Pitkin County hits all-time high for daily COVID-19 cases; officials investigating death | AspenTimes.com
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Pitkin County hits all-time high for daily COVID-19 cases; officials investigating death

More than a quarter of all county COVID-19 infections were recorded in the past two weeks

Pitkin County officials are investigating a third death possibly related to COVID-19 amid record-high case numbers and an incidence rate that is nearly quadruple the stay-at-home threshold, according to a daily epidemiology report issued Sunday by Pitkin County Public Health.

The county Coroner’s Office will oversee the investigation that began Saturday, according to Deputy County Manager Phylis Mattice. The deceased, a man in his 80s, was diagnosed with COVID-19 in November, Mattice said Sunday.

It’s unclear yet whether the coronavirus was the primary cause of death, according to Pitkin County Coroner Steve Ayers. The man was in hospice care suffering from a terminal illness; COVID-19 could be a “contributing factor,” but it’s unlikely that the virus was the sole cause of the death, Ayers said Sunday.



Even so, the report of a possible COVID-related fatality comes amid ever-increasing COVID-19 cases in Pitkin County; if attributed to the coronavirus, the death currently under investigation would be the first COVID-related fatality in Pitkin County in eight months, after two confirmed deaths caused by the virus in March.

More than a quarter of all Pitkin County COVID-19 infections since March were reported in the past two weeks, bolstered by a record-high 41 positive tests for the virus reported Dec. 17, according to data from the Pitkin County Public Health. (That statistic represents the date test results were available, not the date that the tests were conducted.)



Statewide COVID modeling suggests that Colorado’s infections are decreasing in most regions, including the Central Mountains district that includes Pitkin County. But data from Pitkin County Public Health indicate that numbers are still trudging upward as the area approaches the peak holiday season.

The weekend’s COVID-19 cases pushed the county past the 800-case mark for infections; Pitkin County data report a total of 829 cases since March, 242 of which (approximately 29% of the total number of cases) were recorded between Dec. 6 and Dec. 20.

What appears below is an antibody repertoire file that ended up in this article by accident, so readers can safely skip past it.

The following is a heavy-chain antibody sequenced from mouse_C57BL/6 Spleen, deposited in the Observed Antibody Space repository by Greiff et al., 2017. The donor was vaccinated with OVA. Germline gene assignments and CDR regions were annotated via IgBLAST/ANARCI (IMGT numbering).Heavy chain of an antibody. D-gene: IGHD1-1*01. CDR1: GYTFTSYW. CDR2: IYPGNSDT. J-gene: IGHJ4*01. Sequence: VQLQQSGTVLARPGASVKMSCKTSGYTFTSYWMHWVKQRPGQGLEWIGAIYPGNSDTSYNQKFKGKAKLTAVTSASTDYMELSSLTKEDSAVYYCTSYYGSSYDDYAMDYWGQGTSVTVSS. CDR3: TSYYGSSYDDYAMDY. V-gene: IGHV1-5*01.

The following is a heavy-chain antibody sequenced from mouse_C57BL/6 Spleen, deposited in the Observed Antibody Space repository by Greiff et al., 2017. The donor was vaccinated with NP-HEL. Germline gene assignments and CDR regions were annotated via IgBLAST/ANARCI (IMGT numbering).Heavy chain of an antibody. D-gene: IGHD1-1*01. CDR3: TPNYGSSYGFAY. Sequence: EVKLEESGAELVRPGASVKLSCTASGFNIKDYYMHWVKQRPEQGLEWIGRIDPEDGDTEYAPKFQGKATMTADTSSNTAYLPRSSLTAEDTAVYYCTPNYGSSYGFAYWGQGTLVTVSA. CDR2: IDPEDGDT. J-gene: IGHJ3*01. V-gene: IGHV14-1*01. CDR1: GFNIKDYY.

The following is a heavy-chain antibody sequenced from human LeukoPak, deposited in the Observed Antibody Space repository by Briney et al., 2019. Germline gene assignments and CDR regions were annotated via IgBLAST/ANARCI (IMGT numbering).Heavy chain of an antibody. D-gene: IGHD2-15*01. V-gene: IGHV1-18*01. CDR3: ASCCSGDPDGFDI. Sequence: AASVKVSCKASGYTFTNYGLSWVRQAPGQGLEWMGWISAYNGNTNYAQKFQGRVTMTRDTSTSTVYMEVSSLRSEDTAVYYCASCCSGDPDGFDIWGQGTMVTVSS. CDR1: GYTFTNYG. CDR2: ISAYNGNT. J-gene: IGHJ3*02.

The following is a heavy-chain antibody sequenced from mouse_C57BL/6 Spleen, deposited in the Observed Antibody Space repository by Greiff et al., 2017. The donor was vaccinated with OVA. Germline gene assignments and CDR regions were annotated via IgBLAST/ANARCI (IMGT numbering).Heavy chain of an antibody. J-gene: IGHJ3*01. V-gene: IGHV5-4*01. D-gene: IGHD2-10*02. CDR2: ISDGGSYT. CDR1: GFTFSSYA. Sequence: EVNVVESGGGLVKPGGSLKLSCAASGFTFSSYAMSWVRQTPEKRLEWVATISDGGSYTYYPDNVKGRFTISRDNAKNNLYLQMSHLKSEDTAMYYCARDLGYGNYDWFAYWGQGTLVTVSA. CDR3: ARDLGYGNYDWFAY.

The county’s cumulative 14-day incidence rate (calculated as the total number of cases per 100,000 residents over the past two weeks) continues to trudge upward, as well: as of Dec. 20, that rate is 1,362; the threshold for Red level, stay-at-home restrictions is 350 cases per 100,000 people.

Pitkin County has been able to remain in Orange-Plus level restrictions because other metrics that determine a county’s COVID restriction status — the two-week average positivity rate and the hospitalization rate — fall into lower levels of concern on the state COVID dial.

Mattice, a spokesperson for Pitkin County, emphasized that those who experience any symptoms of COVID-19 should get tested to help the county track and mitigate the spread of the virus as numbers continue to rise.

Pitkin County already requires all overnight visitors —and all residents returning to the county after 10 or more days away — to sign an affidavit affirming that they have tested negative within 72 hours of travel. But even those who haven’t traveled should get tested if they experience symptoms, Mattice said.

“If you have any symptoms at all, go get tested,” Mattice said. ”That’s the one that I know is really hard.”

Testing is free and readily available at locations throughout Pitkin County, but Mattice said she recognizes that some are apprehensive about testing out of a concern that they would need to quarantine and miss work if they test positive.

“Right now, we have a lot of people living paycheck to paycheck,” Mattice said. But there are also support systems in place to help those in quarantine, she added. Resources are available through the county department of human services and through local nonprofits.

“Everyone needs to take care of themselves and those around them,” Mattice said. “People should not take those symptoms lightly.”

kwilliams@aspentimes.com


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